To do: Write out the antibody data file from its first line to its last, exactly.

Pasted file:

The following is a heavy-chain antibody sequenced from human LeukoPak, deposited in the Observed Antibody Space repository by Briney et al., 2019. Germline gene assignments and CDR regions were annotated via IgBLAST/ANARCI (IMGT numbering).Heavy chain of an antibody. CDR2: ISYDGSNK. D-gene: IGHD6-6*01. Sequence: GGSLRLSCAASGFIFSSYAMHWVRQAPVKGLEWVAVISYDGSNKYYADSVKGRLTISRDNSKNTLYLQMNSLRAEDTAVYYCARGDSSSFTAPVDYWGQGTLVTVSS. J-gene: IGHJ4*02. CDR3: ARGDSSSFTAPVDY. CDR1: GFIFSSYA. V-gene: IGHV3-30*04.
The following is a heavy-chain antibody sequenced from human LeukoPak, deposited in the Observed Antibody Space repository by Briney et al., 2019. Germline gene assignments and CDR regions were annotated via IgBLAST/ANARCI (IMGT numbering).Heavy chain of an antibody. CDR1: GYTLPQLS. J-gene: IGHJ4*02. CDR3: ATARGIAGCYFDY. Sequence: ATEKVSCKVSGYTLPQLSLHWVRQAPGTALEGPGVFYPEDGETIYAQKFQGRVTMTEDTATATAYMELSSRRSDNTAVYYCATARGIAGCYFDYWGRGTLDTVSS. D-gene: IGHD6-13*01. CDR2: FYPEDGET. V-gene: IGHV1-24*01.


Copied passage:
The following is a heavy-chain antibody sequenced from human LeukoPak, deposited in the Observed Antibody Space repository by Briney et al., 2019. Germline gene assignments and CDR regions were annotated via IgBLAST/ANARCI (IMGT numbering).Heavy chain of an antibody. CDR2: ISYDGSNK. D-gene: IGHD6-6*01. Sequence: GGSLRLSCAASGFIFSSYAMHWVRQAPVKGLEWVAVISYDGSNKYYADSVKGRLTISRDNSKNTLYLQMNSLRAEDTAVYYCARGDSSSFTAPVDYWGQGTLVTVSS. J-gene: IGHJ4*02. CDR3: ARGDSSSFTAPVDY. CDR1: GFIFSSYA. V-gene: IGHV3-30*04.
The following is a heavy-chain antibody sequenced from human LeukoPak, deposited in the Observed Antibody Space repository by Briney et al., 2019. Germline gene assignments and CDR regions were annotated via IgBLAST/ANARCI (IMGT numbering).Heavy chain of an antibody. CDR1: GYTLPQLS. J-gene: IGHJ4*02. CDR3: ATARGIAGCYFDY. Sequence: ATEKVSCKVSGYTLPQLSLHWVRQAPGTALEGPGVFYPEDGETIYAQKFQGRVTMTEDTATATAYMELSSRRSDNTAVYYCATARGIAGCYFDYWGRGTLDTVSS. D-gene: IGHD6-13*01. CDR2: FYPEDGET. V-gene: IGHV1-24*01.